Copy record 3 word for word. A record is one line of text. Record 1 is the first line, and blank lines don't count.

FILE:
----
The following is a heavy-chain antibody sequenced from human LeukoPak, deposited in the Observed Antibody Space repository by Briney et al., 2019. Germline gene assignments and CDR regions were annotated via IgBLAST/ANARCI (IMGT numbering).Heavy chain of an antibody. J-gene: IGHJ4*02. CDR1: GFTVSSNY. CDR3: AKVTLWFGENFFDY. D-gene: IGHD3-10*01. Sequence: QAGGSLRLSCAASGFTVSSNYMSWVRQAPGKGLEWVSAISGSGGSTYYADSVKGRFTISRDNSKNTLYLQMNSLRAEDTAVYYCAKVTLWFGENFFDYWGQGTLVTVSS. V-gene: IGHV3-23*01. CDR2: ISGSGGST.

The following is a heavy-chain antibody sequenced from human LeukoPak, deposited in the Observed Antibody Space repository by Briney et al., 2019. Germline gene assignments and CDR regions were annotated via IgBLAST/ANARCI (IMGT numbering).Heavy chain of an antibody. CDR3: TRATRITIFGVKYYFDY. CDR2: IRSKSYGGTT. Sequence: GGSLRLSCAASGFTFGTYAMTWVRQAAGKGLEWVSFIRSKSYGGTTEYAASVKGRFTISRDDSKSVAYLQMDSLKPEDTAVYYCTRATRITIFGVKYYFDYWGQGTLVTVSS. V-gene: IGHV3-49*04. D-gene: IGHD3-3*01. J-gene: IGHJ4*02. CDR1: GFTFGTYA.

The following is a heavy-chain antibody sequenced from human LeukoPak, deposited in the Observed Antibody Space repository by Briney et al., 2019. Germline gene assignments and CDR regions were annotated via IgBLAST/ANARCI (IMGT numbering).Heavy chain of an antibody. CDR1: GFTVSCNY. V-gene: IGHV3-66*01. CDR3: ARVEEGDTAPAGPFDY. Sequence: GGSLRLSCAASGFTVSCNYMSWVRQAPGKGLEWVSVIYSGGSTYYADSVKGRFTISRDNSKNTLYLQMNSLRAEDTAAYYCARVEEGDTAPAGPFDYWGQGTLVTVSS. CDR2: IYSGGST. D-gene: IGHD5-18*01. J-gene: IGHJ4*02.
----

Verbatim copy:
The following is a heavy-chain antibody sequenced from human LeukoPak, deposited in the Observed Antibody Space repository by Briney et al., 2019. Germline gene assignments and CDR regions were annotated via IgBLAST/ANARCI (IMGT numbering).Heavy chain of an antibody. CDR1: GFTVSCNY. V-gene: IGHV3-66*01. CDR3: ARVEEGDTAPAGPFDY. Sequence: GGSLRLSCAASGFTVSCNYMSWVRQAPGKGLEWVSVIYSGGSTYYADSVKGRFTISRDNSKNTLYLQMNSLRAEDTAAYYCARVEEGDTAPAGPFDYWGQGTLVTVSS. CDR2: IYSGGST. D-gene: IGHD5-18*01. J-gene: IGHJ4*02.